Employees of STEM companies, whether in entry-level, intermediate-level, or senior-level roles, think that one of the main obstacles preventing their organizations from taking more action towards an equitable, diverse, and inclusive workplace is unawareness that there is a diversity and inclusion issue. This result was somewhat unsurprising as 75% of employees that identified as males found that people who look like them are well-represented at their organization as a whole, as well as at the senior management or board level. In contrast, only 55% of women felt the same way. Those who need this change are not in positions of power and are a minority amongst their colleagues, which ultimately makes it hard to find support.

If you’re reading this post and feel like you’re among the minority, the good news is that you are probably not the only one at work looking for change. SCWIST found that 30% of employees of medium size STEM companies (100-499 employees) feel like they have allies in their organization that share their vision for change. For small (1-99 employees) and large (500+ employees) companies, this percentage was 48% and 40%, respectively. In spite of these encouraging survey results, 60% of our respondents, regardless of how long they have been working at their current place of employment, wish they had more allies in their organization that share their vision for change. It is therefore safe to say that you are likely among colleagues who will support efforts to facilitate conversations about EDI.

To learn HOW to influence and advocate for change, check out our Advocacy Toolkit.

Finally, when it comes to making the workplace more equitable, diverse, and inclusive, survey respondents felt that the main obstacles were:

  • Company culture
  • Attitudes of senior management
  • Resistance from co-workers to internal EDI initiatives

Respondents mention that “at an organization where turnover is very low, change takes time” emphasizing the fact company culture can be hard to change. However, this change is critical for a more inclusive workplace if you want to get all your employees on board and overcome the “invisible resistance from colleagues” when it comes to EDI practices.

The fourth and final obstacle is that “it can be challenging to get budget approval from senior stakeholders” for EDI initiatives. Thus, an Advocacy Champion on the executive team who can emphasize the implementation of EDI practices as one of the company’s strategic goals is just as important as having Advocacy Champions among staff/employees. This multi-tiered approach to EDI can be a game changer when it comes to affecting change in the workplace.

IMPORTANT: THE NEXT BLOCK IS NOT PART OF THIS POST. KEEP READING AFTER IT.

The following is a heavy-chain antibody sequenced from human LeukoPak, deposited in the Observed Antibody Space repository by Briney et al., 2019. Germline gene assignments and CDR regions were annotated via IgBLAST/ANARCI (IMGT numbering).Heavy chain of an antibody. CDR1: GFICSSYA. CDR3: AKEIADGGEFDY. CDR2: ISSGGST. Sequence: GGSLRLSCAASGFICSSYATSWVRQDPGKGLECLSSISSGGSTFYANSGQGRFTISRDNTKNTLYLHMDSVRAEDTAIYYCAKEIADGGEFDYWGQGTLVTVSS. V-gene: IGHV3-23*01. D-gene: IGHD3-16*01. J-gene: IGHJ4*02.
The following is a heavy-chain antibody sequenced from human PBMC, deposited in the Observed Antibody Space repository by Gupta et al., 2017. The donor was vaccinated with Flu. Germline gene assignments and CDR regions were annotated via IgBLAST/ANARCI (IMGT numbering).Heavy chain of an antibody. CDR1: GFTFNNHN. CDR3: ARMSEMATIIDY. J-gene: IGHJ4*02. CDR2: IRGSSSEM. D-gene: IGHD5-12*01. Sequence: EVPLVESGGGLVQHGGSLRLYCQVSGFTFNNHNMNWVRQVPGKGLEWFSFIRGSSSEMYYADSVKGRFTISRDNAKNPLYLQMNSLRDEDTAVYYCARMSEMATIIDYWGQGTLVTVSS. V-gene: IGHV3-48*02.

Want to learn more about being an Advocacy Champion? Check out our STEM Diversity Champion Toolkit 

How do STEM employees want to see EDI addressed?

Creating a workspace that is diverse, respectful, and inclusive takes time, effort, and work from both the company (e.g. senior management) and its employees.

As a company, your priority should be to address and educate employees around unconscious biases…At least that’s the opinion of over 58% of our survey respondents, whether in entry-level, intermediate-level, or senior-level roles. In addition, entry-level employees also feel that retention and promotion, as well as onboarding practices and policies, need to be addressed.

Other topics that respondents would like to see addressed by their companies are:

  • To offer flexible holiday time off instead of pre-determining holidays off
  • To use a writing style guide for company communications that clarify what is appropriate and bias-free language
  • To provide incentive for more diversity through awards or recognition

Finally, respondents also emphasized that all of these efforts must take into account the intersectional approach needed in EDI policies for true transformative change to occur.

Amidst the emerging tech revolution, it’s imperative that STEM companies prevent the gap from widening. As life-long partners of women in STEM, SCWIST asks you to share our 50-30 Infographic with other Advocacy Champions on social media so we can move the dial for women in STEM together!